• Find the burial locations: once you know where people are buried, look for other landmarks near the burial site that you can place on the map. Look for statues and trees to help narrow down the location. Repeat this process for all the names on your list.
• Take grass clippers and a brush to the site as some cemeteries do not get mowed often. Care must be taken with the metal clippers so as not to damage the stone. A soft bristle brush and water are good tools to have in case the stone needs to be cleaned before photographing.
• When photographing, get in close for a FULL shot of the headstone. The dates need to be large and clear for scanning purposes. On older white stones, you may need to photograph from an angle to try and get a shadow on the names. Also, be sure to keep your shadow out of the picture. On flat stones, you can always photograph from the back side, as you are turned upside-down, to prevent a shadow. On upright stones, get low so the sun is over your shoulder or move to the side slightly. Using a mirror to reflect the sunlight onto the stone is very helpful in trying to read the lettering and dates.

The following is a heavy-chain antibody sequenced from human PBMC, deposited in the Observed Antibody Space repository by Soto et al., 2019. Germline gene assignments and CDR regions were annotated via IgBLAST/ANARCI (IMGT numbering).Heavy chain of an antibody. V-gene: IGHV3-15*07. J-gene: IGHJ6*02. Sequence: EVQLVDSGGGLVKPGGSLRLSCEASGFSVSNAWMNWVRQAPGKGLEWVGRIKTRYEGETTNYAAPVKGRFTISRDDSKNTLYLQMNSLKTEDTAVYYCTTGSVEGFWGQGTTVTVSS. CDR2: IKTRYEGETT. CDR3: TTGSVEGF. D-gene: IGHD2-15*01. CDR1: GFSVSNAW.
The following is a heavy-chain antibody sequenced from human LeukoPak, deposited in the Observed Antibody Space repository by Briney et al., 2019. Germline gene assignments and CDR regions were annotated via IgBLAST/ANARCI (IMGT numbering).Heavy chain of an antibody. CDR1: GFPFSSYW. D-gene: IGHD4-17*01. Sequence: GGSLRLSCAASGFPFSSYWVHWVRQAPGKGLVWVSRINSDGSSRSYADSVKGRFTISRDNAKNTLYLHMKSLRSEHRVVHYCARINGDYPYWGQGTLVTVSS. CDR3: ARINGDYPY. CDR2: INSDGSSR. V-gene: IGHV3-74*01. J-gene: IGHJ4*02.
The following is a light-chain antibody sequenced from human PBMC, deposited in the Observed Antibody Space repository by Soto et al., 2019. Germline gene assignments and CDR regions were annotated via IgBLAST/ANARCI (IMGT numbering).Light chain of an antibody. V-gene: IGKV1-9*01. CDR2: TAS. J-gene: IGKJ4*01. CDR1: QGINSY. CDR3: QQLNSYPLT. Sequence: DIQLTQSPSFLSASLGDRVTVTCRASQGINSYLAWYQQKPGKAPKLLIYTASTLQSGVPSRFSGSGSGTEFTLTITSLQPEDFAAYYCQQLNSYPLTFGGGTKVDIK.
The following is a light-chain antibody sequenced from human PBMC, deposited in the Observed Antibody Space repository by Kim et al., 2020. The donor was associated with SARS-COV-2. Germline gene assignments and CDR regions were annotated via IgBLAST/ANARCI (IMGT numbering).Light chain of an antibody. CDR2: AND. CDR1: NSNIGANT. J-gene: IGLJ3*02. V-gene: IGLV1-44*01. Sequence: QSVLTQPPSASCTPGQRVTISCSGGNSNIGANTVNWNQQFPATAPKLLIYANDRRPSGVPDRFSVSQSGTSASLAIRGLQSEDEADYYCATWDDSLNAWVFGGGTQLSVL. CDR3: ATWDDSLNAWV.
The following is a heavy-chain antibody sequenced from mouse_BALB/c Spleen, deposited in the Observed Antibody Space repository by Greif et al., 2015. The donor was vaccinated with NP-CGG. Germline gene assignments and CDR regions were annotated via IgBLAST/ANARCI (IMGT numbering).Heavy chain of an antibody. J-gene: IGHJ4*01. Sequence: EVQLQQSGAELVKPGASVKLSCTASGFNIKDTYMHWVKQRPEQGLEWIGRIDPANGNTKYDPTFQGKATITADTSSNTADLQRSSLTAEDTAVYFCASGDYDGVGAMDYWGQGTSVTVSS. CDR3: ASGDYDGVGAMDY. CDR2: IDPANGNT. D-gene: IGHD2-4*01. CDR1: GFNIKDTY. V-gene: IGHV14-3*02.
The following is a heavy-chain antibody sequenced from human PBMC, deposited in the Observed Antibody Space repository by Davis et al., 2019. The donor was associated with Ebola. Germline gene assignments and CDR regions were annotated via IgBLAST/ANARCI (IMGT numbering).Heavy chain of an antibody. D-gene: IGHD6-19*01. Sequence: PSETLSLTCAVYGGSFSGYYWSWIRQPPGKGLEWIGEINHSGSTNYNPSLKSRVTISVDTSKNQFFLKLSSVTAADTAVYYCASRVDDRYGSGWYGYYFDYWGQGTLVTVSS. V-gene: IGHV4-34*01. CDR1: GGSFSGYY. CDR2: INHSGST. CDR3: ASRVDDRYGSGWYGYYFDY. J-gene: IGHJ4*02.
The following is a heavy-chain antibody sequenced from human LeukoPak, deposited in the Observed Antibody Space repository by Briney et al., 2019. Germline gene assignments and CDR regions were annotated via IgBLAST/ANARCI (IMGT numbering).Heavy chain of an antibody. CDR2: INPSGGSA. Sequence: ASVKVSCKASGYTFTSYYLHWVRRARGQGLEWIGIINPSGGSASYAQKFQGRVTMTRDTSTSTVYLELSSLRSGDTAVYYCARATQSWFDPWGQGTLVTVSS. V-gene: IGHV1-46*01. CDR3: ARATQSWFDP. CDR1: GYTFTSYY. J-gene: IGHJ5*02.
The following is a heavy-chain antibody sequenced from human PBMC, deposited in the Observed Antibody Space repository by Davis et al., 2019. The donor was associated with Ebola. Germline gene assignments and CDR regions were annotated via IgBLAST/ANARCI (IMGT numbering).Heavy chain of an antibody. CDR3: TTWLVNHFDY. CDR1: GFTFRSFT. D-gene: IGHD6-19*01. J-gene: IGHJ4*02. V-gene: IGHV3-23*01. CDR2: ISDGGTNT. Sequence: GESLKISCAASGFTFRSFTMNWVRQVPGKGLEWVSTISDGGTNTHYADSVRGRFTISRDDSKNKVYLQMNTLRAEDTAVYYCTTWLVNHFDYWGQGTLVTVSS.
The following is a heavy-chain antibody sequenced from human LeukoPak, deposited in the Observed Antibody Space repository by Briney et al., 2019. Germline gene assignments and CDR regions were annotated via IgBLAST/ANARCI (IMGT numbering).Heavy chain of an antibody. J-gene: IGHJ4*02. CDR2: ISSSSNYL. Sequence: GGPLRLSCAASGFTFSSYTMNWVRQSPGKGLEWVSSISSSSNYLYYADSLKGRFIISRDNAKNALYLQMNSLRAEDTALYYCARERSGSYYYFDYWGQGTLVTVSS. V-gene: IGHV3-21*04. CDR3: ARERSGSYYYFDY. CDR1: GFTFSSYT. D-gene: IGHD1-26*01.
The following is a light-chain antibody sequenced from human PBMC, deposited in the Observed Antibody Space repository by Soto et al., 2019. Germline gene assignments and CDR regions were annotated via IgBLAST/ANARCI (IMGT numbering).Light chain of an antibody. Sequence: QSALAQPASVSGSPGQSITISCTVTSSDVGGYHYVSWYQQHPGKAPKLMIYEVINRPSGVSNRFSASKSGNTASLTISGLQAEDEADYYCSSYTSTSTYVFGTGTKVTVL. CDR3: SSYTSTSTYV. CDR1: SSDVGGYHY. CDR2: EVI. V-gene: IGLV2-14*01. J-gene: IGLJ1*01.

• Save your photos to a CD-Rom computer disk. The images can then be quickly sent to anyone as an attachment to an e-mail from the CD-Rom. The electronic images will be clearer for use on a Web site because they won’t have to be scanned from hard copies.
• When you finish locating all the names on your list, recheck your map. Drive through the cemetery and check the roads and landmarks. Make any final corrections and additions.
• It is a good idea to share a copy of your completed map with your local historical society, keep one for your family records, share one with your local public library, and send one to the Kentucky Historical Society’s Cemetery Preservation Program (www.history.ky.gov), so it becomes part of the cemetery database started by the Attorney General’s Office in 2000-2001.
To read the Kentucky Living October 2009 feature that goes along with this supplement, go to Grave Matters.